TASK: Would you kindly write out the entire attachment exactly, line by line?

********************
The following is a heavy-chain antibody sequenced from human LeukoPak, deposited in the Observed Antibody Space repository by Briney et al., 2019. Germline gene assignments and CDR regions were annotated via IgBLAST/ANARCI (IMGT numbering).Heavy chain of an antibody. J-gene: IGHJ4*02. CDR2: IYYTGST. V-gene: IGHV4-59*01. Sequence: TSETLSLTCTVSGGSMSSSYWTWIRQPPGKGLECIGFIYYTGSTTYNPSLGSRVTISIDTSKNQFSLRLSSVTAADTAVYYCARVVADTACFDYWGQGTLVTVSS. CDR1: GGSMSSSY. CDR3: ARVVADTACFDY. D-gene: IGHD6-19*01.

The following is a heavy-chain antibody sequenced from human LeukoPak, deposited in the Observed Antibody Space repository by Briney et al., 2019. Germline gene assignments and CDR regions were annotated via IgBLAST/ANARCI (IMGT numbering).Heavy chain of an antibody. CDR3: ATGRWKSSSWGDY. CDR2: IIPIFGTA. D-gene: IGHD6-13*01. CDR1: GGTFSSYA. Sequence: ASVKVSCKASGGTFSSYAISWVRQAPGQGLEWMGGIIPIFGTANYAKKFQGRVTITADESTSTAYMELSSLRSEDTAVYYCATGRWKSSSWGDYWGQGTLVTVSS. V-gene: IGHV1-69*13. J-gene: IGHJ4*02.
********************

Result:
The following is a heavy-chain antibody sequenced from human LeukoPak, deposited in the Observed Antibody Space repository by Briney et al., 2019. Germline gene assignments and CDR regions were annotated via IgBLAST/ANARCI (IMGT numbering).Heavy chain of an antibody. J-gene: IGHJ4*02. CDR2: IYYTGST. V-gene: IGHV4-59*01. Sequence: TSETLSLTCTVSGGSMSSSYWTWIRQPPGKGLECIGFIYYTGSTTYNPSLGSRVTISIDTSKNQFSLRLSSVTAADTAVYYCARVVADTACFDYWGQGTLVTVSS. CDR1: GGSMSSSY. CDR3: ARVVADTACFDY. D-gene: IGHD6-19*01.

The following is a heavy-chain antibody sequenced from human LeukoPak, deposited in the Observed Antibody Space repository by Briney et al., 2019. Germline gene assignments and CDR regions were annotated via IgBLAST/ANARCI (IMGT numbering).Heavy chain of an antibody. CDR3: ATGRWKSSSWGDY. CDR2: IIPIFGTA. D-gene: IGHD6-13*01. CDR1: GGTFSSYA. Sequence: ASVKVSCKASGGTFSSYAISWVRQAPGQGLEWMGGIIPIFGTANYAKKFQGRVTITADESTSTAYMELSSLRSEDTAVYYCATGRWKSSSWGDYWGQGTLVTVSS. V-gene: IGHV1-69*13. J-gene: IGHJ4*02.